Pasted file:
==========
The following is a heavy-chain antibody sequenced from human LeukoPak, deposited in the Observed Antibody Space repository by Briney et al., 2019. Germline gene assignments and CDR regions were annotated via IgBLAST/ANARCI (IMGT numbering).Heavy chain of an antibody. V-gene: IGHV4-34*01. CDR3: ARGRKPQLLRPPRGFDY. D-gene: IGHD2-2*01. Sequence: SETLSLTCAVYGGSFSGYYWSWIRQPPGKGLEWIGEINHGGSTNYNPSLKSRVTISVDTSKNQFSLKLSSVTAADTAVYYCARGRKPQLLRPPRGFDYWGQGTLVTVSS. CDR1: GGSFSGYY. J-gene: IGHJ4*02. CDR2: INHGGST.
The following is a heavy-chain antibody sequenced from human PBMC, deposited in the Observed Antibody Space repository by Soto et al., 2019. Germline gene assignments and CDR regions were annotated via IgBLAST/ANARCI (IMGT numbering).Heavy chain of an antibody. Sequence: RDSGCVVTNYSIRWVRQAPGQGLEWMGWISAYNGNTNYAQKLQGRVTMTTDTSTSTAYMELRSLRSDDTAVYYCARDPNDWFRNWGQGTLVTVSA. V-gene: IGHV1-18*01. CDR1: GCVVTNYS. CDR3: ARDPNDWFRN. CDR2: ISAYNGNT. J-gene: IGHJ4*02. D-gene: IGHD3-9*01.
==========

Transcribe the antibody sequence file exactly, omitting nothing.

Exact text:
The following is a heavy-chain antibody sequenced from human LeukoPak, deposited in the Observed Antibody Space repository by Briney et al., 2019. Germline gene assignments and CDR regions were annotated via IgBLAST/ANARCI (IMGT numbering).Heavy chain of an antibody. V-gene: IGHV4-34*01. CDR3: ARGRKPQLLRPPRGFDY. D-gene: IGHD2-2*01. Sequence: SETLSLTCAVYGGSFSGYYWSWIRQPPGKGLEWIGEINHGGSTNYNPSLKSRVTISVDTSKNQFSLKLSSVTAADTAVYYCARGRKPQLLRPPRGFDYWGQGTLVTVSS. CDR1: GGSFSGYY. J-gene: IGHJ4*02. CDR2: INHGGST.
The following is a heavy-chain antibody sequenced from human PBMC, deposited in the Observed Antibody Space repository by Soto et al., 2019. Germline gene assignments and CDR regions were annotated via IgBLAST/ANARCI (IMGT numbering).Heavy chain of an antibody. Sequence: RDSGCVVTNYSIRWVRQAPGQGLEWMGWISAYNGNTNYAQKLQGRVTMTTDTSTSTAYMELRSLRSDDTAVYYCARDPNDWFRNWGQGTLVTVSA. V-gene: IGHV1-18*01. CDR1: GCVVTNYS. CDR3: ARDPNDWFRN. CDR2: ISAYNGNT. J-gene: IGHJ4*02. D-gene: IGHD3-9*01.